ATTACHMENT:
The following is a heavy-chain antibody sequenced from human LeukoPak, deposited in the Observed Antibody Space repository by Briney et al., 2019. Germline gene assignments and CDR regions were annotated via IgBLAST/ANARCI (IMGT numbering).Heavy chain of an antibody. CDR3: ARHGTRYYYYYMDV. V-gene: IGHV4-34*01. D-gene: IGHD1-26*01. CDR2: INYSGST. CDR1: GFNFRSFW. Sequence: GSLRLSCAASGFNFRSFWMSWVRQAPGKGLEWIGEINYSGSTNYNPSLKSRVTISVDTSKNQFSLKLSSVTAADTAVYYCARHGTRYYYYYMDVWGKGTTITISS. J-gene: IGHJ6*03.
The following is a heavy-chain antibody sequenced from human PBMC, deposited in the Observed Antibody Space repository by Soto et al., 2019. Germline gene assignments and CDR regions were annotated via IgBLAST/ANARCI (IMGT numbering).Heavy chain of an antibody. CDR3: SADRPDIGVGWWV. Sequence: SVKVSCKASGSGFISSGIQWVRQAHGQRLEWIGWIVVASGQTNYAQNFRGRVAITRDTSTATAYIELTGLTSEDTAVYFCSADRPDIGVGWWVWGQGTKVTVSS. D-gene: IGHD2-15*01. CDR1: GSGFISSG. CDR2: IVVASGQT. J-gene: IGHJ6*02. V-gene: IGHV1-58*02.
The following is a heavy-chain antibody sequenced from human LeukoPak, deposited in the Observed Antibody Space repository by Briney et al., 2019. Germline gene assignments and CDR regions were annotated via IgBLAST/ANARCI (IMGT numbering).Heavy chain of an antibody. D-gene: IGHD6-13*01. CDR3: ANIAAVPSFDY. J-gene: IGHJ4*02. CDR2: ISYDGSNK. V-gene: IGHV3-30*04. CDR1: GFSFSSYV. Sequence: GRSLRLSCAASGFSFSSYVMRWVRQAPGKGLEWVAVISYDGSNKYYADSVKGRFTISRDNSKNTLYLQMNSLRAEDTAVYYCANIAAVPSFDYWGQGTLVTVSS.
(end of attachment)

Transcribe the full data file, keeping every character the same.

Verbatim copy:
The following is a heavy-chain antibody sequenced from human LeukoPak, deposited in the Observed Antibody Space repository by Briney et al., 2019. Germline gene assignments and CDR regions were annotated via IgBLAST/ANARCI (IMGT numbering).Heavy chain of an antibody. CDR3: ARHGTRYYYYYMDV. V-gene: IGHV4-34*01. D-gene: IGHD1-26*01. CDR2: INYSGST. CDR1: GFNFRSFW. Sequence: GSLRLSCAASGFNFRSFWMSWVRQAPGKGLEWIGEINYSGSTNYNPSLKSRVTISVDTSKNQFSLKLSSVTAADTAVYYCARHGTRYYYYYMDVWGKGTTITISS. J-gene: IGHJ6*03.
The following is a heavy-chain antibody sequenced from human PBMC, deposited in the Observed Antibody Space repository by Soto et al., 2019. Germline gene assignments and CDR regions were annotated via IgBLAST/ANARCI (IMGT numbering).Heavy chain of an antibody. CDR3: SADRPDIGVGWWV. Sequence: SVKVSCKASGSGFISSGIQWVRQAHGQRLEWIGWIVVASGQTNYAQNFRGRVAITRDTSTATAYIELTGLTSEDTAVYFCSADRPDIGVGWWVWGQGTKVTVSS. D-gene: IGHD2-15*01. CDR1: GSGFISSG. CDR2: IVVASGQT. J-gene: IGHJ6*02. V-gene: IGHV1-58*02.
The following is a heavy-chain antibody sequenced from human LeukoPak, deposited in the Observed Antibody Space repository by Briney et al., 2019. Germline gene assignments and CDR regions were annotated via IgBLAST/ANARCI (IMGT numbering).Heavy chain of an antibody. D-gene: IGHD6-13*01. CDR3: ANIAAVPSFDY. J-gene: IGHJ4*02. CDR2: ISYDGSNK. V-gene: IGHV3-30*04. CDR1: GFSFSSYV. Sequence: GRSLRLSCAASGFSFSSYVMRWVRQAPGKGLEWVAVISYDGSNKYYADSVKGRFTISRDNSKNTLYLQMNSLRAEDTAVYYCANIAAVPSFDYWGQGTLVTVSS.